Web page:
A World of Symbols
Our world is filled with signs and objects which stand for attributes, concepts, or abstract ideas. Wedding rings remind us of love and commitment; product brands speak to us of style or quality. Emblems identify organization; Oscars and Emmys and academic cords connote excellence. Portraits, statues, and photographs depict historical events and thus help us preserve our cultural, national, and personal memories and heritages. We hold tightly to different religious traditions and rituals and symbols because they represent deep aspects of our beliefs. Some of us find meaning in the “atomic whirl”, others in lotus flowers and banners. Some of us fly prayer flags or burn incense while chanting mantras; others of us have prayer rugs and bow deeply as we pray facing Mecca. Some of us have dream catchers and ceremonial dances. Some of us light Menorahs, wear skull caps and phylacteries and rock when we pray. Others of us have rosary beads and icons. Some of us sing doxologies and share the wine and bread of communion and rejoice over baptisms.
However, we all share the beauty and grandeur of the heavens and the earth. Lying behind the mysteries of our cosmos’ magnificent and immense complexity is a transcendent power, a greatness, and a precise and caring creativity which should at least raise the question of God’s existence. Scripture says creation is definite proof of God’s existence and leaves us no excuse for unbelief. (Romans 1:18) And King David prayed, “ Yours, O LORD, is the greatness and the power and the glory and the victory and the majesty, for all that is in the heavens and in the earth is yours. Yours is the kingdom, O LORD, and you are exalted as head above all.” (from a prayer of King David in 1 Chronicles 29:9-20)
Inspired by a hilltop view of a church spire and the Avon river running through the countryside, F. S. Pierpoint wrote the hymn For the Beauty of the Earth. Each stanza is followed with the phrase; “Lord of all, to thee we raise this our hymn of grateful praise.“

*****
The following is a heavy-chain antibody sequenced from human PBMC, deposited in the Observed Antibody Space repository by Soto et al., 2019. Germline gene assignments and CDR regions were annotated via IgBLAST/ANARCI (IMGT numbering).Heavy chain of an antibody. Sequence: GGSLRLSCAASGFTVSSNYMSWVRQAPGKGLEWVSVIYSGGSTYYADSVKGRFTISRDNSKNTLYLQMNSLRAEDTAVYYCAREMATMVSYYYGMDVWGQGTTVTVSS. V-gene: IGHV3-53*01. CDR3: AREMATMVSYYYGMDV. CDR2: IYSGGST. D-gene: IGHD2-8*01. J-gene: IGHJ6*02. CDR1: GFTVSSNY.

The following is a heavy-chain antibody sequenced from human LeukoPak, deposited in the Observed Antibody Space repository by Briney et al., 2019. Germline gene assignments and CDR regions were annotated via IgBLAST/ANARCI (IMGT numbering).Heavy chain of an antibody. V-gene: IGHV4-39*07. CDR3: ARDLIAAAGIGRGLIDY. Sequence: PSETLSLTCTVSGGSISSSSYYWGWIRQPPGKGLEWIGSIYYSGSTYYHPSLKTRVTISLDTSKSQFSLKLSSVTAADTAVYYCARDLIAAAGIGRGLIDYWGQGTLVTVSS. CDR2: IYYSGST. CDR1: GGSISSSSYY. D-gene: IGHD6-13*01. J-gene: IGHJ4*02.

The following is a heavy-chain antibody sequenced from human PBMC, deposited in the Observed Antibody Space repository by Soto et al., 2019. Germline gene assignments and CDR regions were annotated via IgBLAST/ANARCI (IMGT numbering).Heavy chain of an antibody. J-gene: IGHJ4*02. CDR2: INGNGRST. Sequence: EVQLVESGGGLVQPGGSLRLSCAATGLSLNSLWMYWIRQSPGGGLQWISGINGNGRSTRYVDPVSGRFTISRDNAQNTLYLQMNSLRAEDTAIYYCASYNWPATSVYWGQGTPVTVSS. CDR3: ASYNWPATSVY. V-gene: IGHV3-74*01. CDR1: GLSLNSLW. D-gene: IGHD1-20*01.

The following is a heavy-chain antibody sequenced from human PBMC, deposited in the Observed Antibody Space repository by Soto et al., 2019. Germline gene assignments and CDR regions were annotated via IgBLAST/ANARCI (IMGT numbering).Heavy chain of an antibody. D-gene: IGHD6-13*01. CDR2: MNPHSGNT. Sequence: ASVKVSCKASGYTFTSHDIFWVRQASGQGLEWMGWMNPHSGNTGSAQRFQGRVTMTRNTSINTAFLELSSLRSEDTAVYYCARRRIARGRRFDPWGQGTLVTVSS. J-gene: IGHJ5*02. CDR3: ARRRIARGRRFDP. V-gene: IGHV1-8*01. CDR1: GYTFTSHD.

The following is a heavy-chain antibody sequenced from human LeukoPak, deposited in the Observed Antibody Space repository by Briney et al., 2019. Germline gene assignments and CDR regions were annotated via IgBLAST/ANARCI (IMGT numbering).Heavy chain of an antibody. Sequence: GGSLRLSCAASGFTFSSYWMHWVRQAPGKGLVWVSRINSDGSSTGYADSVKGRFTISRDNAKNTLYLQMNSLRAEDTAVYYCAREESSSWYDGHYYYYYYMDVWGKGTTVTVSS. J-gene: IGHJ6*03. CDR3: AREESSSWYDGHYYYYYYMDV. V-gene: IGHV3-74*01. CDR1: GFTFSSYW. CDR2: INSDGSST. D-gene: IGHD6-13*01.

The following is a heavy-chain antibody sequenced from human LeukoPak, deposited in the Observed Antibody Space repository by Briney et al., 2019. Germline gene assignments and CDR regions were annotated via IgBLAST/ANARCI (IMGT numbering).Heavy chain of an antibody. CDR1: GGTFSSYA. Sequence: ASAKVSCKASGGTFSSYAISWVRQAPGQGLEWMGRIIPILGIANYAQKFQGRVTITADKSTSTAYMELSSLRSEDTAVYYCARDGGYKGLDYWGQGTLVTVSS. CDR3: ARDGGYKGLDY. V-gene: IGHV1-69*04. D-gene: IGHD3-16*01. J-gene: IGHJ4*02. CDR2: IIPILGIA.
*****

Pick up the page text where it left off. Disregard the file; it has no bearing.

“For the beauty of the earth/For the beauty of the skies,
For the love which from our birth/Over and around us lies,
For the beauty of each hour/Of the day and of the night,Hill and vale, and tree and flower/Sun and moon and stars of light,
For each perfect gift of thine/To our race so freely given,Graces human and divine/Flowers of earth and buds of heaven,
For thy Church which evermore/Lifteth holy hands above,
Offering up on every shore/Her pure sacrifice of love,”
The beauty of flowering plants, a bright and clear blue sky, and a new England Church steeple pointed toward the heavens and topped with the symbol of Heaven’s grace to us is a reminder of Sovereign God. Crosses atop many Protestant and Catholic church spires prompt thoughts of incomparable, divine, redemptive love given us in the sacrifice of Christ. They symbolize the possibility of salvation, ultimate victory over death, and eternal hope for all who choose to believe.
“Lord of all, to thee we raise this our hymn of grateful praise.”